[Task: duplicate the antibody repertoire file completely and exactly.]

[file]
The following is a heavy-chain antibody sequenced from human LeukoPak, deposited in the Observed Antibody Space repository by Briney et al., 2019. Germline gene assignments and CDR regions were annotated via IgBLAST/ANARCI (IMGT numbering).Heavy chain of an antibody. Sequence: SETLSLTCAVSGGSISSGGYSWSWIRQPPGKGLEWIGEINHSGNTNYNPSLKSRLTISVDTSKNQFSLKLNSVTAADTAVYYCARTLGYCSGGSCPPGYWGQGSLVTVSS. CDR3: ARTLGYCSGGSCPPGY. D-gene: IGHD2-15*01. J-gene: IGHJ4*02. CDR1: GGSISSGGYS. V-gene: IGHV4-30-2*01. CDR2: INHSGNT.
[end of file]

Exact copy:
The following is a heavy-chain antibody sequenced from human LeukoPak, deposited in the Observed Antibody Space repository by Briney et al., 2019. Germline gene assignments and CDR regions were annotated via IgBLAST/ANARCI (IMGT numbering).Heavy chain of an antibody. Sequence: SETLSLTCAVSGGSISSGGYSWSWIRQPPGKGLEWIGEINHSGNTNYNPSLKSRLTISVDTSKNQFSLKLNSVTAADTAVYYCARTLGYCSGGSCPPGYWGQGSLVTVSS. CDR3: ARTLGYCSGGSCPPGY. D-gene: IGHD2-15*01. J-gene: IGHJ4*02. CDR1: GGSISSGGYS. V-gene: IGHV4-30-2*01. CDR2: INHSGNT.